While there are efforts to improve access to the vaccine, media coverage has also focused heavily on historical reasons for vaccine skepticism — too much, some scholars argue, when the focus should be on how Black Americans experience the impact of systemic racism in health care today — and how to fix those problems and improve trust.
"We're in this moment where we're having some necessary discussions about health equity," says Victor Agbafe, a medical student at the University of Michigan. "It's not a good thing to sort of exploit that as a means to undermine trust in the vaccine today, instead of focusing on how we can make the vaccine more accessible for all communities."
Agbafe, who helps lead his school's Black medical student association, was surprised to get an email from Children's Health Defense asking him to promote the movie among his peers.
When it was released, the film did not seem to gain much traction on major social media platforms such as Twitter, although tracking how often this kind of video is being shared privately can be difficult, says Kolina Koltai, a University of Washington researcher who studies the anti-vaccine movement online.
But Kennedy's anti-vaccine activities during the pandemic involve more than this movie.
In February, he was banned from Instagram for posting misinformation on vaccines, but he still has a home on Facebook and Twitter. Ahmed's organization has labeled Kennedy one of the "disinformation dozen" — a group of people responsible for 65% of the shares of anti-vaccine misinformation on social media platforms.
In a recent webinar about the film, Kennedy said those who agree with the film need to use "the tools of advocacy that Martin Luther King Jr. talked about" and promote it "guerilla-style" against the "darkening cloud of totalitarianism."
Although more than half of American adults have gotten the COVID-19 vaccine, demand is falling fast, and polls show almost one-third of adults still either want to "wait and see" or do not want to get the shot. When asked why, many say the vaccine is unsafe, based on false conspiracy theories.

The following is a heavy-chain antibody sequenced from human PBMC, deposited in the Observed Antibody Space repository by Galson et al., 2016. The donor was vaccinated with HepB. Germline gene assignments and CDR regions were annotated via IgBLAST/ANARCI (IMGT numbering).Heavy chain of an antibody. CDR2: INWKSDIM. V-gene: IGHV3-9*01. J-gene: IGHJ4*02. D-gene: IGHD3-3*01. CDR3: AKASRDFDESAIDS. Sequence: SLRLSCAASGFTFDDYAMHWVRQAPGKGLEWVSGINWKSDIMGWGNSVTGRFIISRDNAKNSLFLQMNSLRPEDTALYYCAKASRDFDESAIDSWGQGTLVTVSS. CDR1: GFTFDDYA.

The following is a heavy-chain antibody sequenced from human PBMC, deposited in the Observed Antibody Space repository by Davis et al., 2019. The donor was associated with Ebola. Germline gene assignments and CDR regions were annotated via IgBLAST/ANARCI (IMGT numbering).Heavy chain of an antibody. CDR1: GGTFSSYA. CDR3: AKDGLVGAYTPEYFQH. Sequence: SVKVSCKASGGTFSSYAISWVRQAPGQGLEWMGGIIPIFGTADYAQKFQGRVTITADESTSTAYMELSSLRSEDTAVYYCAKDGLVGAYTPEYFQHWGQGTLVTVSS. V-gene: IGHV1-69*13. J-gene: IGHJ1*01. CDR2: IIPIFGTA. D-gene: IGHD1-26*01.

"I see the downstream ripple effects of disinformation every day in practice, every day in the patient's lives I treat," says Dr. Atul Nakhasi with the Los Angeles County Department of Health Services and co-founder of the online campaign #ThisIsOurShot, which aims to encourage trust in the COVID-19 vaccine.
"We know people have uncertainties, and we need to acknowledge that and have humble, respectful conversations, but for someone to actively subvert that trust is unconscionable," Nakhasi says.
According to the Center for Countering Digital Hate, the ideal strategy for stopping the spread of online misinformation is to cut it off at the source: meaning "deplatform" the most notorious spreaders of that information so they can't gain a following on social media in the first place. But Ahmed says that all too often, tech companies don't take those steps themselves. In that case, the next best tactic is to try to "inoculate" people against false and misleading claims.
"You tell people in advance, 'Hey, something terrible is happening, be careful, they're targeting you,' " Ahmed says.